When actors are blasting their #blessedness across social media, how can you avoid feeling annoyance, anger and envy? This is one of the central questions in #SOBLESSED, a digital book written under the pseudonym Annoying @Actor_Friend.
The book is an offshoot of a parody Twitter account written by an anonymous New York actor. One day, the actor stumbled upon a peer’s status update, feeling #blessed and humblebragging about success. Annoying @Actor_Friend writes in the book, “This peer was merely one of several friends who were pushing me further and further away from them by unknowingly, and unintentionally, making me feel badly about where I was in my career.”
So, the author created an anonymous Twitter profile and googled “annoying actor” to find an appropriate avatar, in this case a picture of Anne Hathaway. Soon, followers flocked the account, recognizing a friend or even themselves in the satirical tweets.
Building on the popularity, Annoying @Actor_Friend began blogging commentaries about the now-canceled NBC series, “Smash.” Those posts went viral and even got the attention of the show’s cast members. “… some thought I was Wesley Taylor. I am not Wesley Taylor. I promise you Wesley Taylor has much more productive things to do with his time,” the author writes.
Now, with over 10,000 followers on Twitter, Annoying @Actor_Friend has released a 145-page e-book offering readers a glimpse at life as a New York actor. Filled with biting humor, the author takes readers through the beginning of a theater career to a Broadway debut and unemployment. There are plenty of jokes, but also an undercurrent of wisdom. College handbooks will inform you how college is expensive, but only “#SOBLESSED” will tell you that you will have to play 132 weeks on Broadway to pay for a Carnegie Mellon theater degree. “That’s about 2.5 years in ‘Mamma Mia’ or 132 productions of ‘Glory Days.'”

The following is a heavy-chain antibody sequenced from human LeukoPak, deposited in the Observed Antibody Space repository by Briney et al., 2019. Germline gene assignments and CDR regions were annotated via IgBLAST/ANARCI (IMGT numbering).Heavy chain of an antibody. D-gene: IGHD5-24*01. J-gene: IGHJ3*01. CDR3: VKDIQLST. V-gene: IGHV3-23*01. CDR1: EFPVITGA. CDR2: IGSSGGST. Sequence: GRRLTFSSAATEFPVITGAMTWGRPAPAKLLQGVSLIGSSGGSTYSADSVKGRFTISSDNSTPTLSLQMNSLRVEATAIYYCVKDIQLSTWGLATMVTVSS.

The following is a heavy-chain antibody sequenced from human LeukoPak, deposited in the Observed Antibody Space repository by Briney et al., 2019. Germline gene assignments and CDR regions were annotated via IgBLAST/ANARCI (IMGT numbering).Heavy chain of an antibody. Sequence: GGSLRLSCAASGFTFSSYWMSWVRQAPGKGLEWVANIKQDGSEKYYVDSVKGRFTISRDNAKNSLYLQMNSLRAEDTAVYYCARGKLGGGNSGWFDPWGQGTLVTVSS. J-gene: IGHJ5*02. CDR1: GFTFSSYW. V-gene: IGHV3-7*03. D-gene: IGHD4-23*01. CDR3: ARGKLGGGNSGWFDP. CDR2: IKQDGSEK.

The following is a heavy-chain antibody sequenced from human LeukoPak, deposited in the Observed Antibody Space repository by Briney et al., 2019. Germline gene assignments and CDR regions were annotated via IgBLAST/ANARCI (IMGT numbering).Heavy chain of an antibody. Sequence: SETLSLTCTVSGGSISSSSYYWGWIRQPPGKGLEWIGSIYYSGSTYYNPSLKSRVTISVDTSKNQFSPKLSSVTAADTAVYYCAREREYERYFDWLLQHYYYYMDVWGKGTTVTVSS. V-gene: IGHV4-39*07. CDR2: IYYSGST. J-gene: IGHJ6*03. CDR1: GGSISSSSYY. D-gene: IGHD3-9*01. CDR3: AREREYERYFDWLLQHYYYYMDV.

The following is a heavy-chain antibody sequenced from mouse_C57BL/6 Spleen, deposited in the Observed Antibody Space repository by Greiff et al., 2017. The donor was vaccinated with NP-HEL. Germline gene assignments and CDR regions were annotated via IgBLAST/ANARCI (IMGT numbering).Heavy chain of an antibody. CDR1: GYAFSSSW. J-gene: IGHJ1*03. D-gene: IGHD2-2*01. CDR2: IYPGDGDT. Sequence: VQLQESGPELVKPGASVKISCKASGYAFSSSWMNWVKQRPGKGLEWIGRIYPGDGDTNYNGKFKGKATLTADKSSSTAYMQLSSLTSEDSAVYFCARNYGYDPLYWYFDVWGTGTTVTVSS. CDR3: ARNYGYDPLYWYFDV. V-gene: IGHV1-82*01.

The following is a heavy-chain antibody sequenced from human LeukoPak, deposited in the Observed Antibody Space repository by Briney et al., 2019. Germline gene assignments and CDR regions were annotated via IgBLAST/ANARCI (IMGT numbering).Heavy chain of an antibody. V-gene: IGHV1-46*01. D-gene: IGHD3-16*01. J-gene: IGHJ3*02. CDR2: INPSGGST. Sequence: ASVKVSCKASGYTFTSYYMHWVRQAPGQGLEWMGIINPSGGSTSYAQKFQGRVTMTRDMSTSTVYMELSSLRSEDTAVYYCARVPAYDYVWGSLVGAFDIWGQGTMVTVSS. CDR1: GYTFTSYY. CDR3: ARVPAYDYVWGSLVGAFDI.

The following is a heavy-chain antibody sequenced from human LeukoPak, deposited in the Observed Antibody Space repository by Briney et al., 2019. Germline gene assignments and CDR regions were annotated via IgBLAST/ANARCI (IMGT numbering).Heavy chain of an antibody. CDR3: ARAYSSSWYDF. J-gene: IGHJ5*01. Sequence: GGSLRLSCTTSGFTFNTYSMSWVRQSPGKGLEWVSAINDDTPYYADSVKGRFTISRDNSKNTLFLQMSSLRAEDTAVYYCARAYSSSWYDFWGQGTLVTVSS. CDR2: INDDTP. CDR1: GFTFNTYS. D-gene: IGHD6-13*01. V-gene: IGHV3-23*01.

In terms of NYU or Boston College: “If my education is costing a quarter of a million dollars, I don’t just want good training, I want the faculty doing my effing laundry,” writes Annoying @Actor_Friend.
There are opinions about local audition studios such as Alvin Ailey, and Ripley Grier. The author gives practical yet funny advice on how to find an agent, joining the unions and dealing with Broadway company dynamics.
So how does an actor publicize successes or gratitude without sounding like an ass? Through skillful satire, the author makes the point that you should be more aware of your social media persona. Stop being an “unawaresie,” a term coined by the author to describe truly annoying actors who use social media to chronicle each #blessed event in their lives.
Unlike other parodies, the tone of #SOBLESSED isn’t angry or trollful. Rather, the author is like your older sister giving you brutally honest and humorous details about life in New York theater. She’s also a trusted person who clues you in to a few clever shortcuts along the path. Although only a few people know the real identity behind Annoying @Actor_Friend, the person behind the pseudonym clearly knows the Broadway theater industry.
The Annoying @Actor_Friend twitter account started out as a parody of status updates by actors bragging about their latest successes. Tweets included:
- “if you say ‘#blessed’ in the mirror three times a non-equity kid will appear & tell you he’s getting his card with his Broadway debut.”
- “The SAG Awards: The night we give trophies to the people who took our jobs all year.”
- “Today I spent a lot of time on social media name dropping my friends under the guise of being excited for them!” #TonyAwards
- “There are more ‘theatre problems’ Twitter accounts than actual problems in theatre.”
Five Questions for Annoying @Actor_Friend
(Note: I don’t know the identity of Annoying @Actor_Friend. These questions were asked and answered through email.)
1.) An annoying status update from an actor spawned your Twitter account. Do you have any thoughts about how to deal with unawaresies and their #blessedness?
I am not entirely sure if there ever will be a way to curb global unawareness. When I started the account, it seemed like being a “#blessed unawaresie” was just something unique to actors. Now, #blessed trends nationally, almost on a daily basis. (It’s trending right now!) The good thing is, it appears that people are starting to make a joke out of the word. Passive aggressive bragging has definitely toned down within my newsfeed. I do not think I am the reason for this. Perhaps, on a universal level, everyone is going through a period of frustration with their friends and that is beginning to cause a breakdown in annoying social media behavior.
Maybe we all went through a phase, experienced the growing pains, and are prepared to move on. That being said, there are still serial offenders, and I do not believe they will ever change.